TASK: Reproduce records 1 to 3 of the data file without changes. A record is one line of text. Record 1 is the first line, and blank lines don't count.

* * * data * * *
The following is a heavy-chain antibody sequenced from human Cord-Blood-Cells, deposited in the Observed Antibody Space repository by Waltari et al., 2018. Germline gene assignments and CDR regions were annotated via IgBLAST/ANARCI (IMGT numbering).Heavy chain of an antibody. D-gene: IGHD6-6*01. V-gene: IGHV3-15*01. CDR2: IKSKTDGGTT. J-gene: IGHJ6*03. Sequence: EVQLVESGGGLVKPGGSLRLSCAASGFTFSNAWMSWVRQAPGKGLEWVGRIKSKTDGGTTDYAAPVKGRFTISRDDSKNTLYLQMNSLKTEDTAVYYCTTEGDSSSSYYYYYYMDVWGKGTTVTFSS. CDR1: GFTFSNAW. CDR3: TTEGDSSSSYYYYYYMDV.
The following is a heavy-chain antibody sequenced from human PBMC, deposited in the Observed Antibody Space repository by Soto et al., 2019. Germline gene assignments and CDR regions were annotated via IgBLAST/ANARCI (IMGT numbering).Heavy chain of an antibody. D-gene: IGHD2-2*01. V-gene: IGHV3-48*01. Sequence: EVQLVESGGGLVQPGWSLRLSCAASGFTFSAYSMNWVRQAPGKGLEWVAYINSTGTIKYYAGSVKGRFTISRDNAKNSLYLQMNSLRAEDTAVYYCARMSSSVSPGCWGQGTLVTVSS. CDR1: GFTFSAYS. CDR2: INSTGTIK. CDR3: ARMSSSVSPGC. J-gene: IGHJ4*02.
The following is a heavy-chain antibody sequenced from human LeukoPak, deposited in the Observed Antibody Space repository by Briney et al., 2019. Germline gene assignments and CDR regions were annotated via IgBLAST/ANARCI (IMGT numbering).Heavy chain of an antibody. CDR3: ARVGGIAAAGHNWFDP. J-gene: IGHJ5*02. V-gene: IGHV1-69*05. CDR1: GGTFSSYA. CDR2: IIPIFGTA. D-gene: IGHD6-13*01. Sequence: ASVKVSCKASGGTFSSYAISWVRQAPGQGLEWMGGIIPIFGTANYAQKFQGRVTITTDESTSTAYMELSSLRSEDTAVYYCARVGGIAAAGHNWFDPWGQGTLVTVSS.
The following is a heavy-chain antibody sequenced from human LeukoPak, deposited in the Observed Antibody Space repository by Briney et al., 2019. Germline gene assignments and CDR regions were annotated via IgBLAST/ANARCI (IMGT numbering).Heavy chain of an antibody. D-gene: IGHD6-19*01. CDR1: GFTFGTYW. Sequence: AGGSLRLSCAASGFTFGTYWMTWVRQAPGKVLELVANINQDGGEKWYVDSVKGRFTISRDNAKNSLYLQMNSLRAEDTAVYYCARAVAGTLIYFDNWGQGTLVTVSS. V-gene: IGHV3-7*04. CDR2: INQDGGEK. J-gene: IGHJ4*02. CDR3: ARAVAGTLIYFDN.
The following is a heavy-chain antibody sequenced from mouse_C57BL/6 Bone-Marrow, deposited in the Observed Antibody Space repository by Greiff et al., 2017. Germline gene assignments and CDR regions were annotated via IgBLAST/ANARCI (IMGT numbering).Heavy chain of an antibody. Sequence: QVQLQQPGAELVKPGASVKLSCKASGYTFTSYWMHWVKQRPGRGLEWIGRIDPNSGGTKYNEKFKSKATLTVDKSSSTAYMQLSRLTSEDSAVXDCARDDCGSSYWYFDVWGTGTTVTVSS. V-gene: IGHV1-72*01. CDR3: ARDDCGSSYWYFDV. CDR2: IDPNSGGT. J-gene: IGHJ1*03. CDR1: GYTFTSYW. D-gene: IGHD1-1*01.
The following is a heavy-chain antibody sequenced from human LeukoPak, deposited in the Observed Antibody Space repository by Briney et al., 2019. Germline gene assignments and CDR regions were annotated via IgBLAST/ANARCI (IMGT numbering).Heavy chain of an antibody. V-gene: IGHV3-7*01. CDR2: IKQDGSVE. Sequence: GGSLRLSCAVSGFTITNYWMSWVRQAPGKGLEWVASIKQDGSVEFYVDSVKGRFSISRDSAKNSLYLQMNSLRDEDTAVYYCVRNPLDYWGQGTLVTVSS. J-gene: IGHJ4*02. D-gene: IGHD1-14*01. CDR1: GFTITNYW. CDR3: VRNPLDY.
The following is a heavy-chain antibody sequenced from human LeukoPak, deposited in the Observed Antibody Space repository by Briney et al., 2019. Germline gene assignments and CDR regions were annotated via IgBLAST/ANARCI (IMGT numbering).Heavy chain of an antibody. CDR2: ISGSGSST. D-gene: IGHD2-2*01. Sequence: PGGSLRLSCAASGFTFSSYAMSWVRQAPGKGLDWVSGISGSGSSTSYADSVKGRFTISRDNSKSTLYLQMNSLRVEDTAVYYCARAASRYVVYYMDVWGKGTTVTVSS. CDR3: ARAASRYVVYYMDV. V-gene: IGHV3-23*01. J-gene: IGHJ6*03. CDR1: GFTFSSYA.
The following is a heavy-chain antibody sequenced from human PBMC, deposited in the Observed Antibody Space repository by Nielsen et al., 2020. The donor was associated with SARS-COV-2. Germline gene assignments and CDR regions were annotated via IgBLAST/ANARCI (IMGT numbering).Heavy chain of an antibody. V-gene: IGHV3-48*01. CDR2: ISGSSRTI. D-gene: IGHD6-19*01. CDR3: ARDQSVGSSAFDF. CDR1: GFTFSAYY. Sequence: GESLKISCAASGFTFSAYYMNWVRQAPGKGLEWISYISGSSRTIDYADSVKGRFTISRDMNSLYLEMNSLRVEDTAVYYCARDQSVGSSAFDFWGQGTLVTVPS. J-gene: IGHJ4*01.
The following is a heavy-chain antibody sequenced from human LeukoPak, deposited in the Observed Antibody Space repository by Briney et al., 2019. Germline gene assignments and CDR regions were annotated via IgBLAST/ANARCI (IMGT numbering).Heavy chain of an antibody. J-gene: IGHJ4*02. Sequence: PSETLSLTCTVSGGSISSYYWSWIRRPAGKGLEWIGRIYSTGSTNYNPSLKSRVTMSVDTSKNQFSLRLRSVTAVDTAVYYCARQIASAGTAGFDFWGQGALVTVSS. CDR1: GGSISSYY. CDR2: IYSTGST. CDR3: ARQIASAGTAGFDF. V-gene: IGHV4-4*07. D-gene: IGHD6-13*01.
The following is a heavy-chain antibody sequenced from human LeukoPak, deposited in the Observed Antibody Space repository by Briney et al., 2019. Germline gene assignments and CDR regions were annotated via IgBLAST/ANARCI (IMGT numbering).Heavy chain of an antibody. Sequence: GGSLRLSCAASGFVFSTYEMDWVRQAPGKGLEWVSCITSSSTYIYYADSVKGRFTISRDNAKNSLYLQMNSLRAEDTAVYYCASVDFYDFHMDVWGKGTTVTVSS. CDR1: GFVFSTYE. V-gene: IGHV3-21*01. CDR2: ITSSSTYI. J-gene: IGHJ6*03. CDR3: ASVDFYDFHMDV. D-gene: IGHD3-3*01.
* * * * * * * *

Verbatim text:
The following is a heavy-chain antibody sequenced from human Cord-Blood-Cells, deposited in the Observed Antibody Space repository by Waltari et al., 2018. Germline gene assignments and CDR regions were annotated via IgBLAST/ANARCI (IMGT numbering).Heavy chain of an antibody. D-gene: IGHD6-6*01. V-gene: IGHV3-15*01. CDR2: IKSKTDGGTT. J-gene: IGHJ6*03. Sequence: EVQLVESGGGLVKPGGSLRLSCAASGFTFSNAWMSWVRQAPGKGLEWVGRIKSKTDGGTTDYAAPVKGRFTISRDDSKNTLYLQMNSLKTEDTAVYYCTTEGDSSSSYYYYYYMDVWGKGTTVTFSS. CDR1: GFTFSNAW. CDR3: TTEGDSSSSYYYYYYMDV.
The following is a heavy-chain antibody sequenced from human PBMC, deposited in the Observed Antibody Space repository by Soto et al., 2019. Germline gene assignments and CDR regions were annotated via IgBLAST/ANARCI (IMGT numbering).Heavy chain of an antibody. D-gene: IGHD2-2*01. V-gene: IGHV3-48*01. Sequence: EVQLVESGGGLVQPGWSLRLSCAASGFTFSAYSMNWVRQAPGKGLEWVAYINSTGTIKYYAGSVKGRFTISRDNAKNSLYLQMNSLRAEDTAVYYCARMSSSVSPGCWGQGTLVTVSS. CDR1: GFTFSAYS. CDR2: INSTGTIK. CDR3: ARMSSSVSPGC. J-gene: IGHJ4*02.
The following is a heavy-chain antibody sequenced from human LeukoPak, deposited in the Observed Antibody Space repository by Briney et al., 2019. Germline gene assignments and CDR regions were annotated via IgBLAST/ANARCI (IMGT numbering).Heavy chain of an antibody. CDR3: ARVGGIAAAGHNWFDP. J-gene: IGHJ5*02. V-gene: IGHV1-69*05. CDR1: GGTFSSYA. CDR2: IIPIFGTA. D-gene: IGHD6-13*01. Sequence: ASVKVSCKASGGTFSSYAISWVRQAPGQGLEWMGGIIPIFGTANYAQKFQGRVTITTDESTSTAYMELSSLRSEDTAVYYCARVGGIAAAGHNWFDPWGQGTLVTVSS.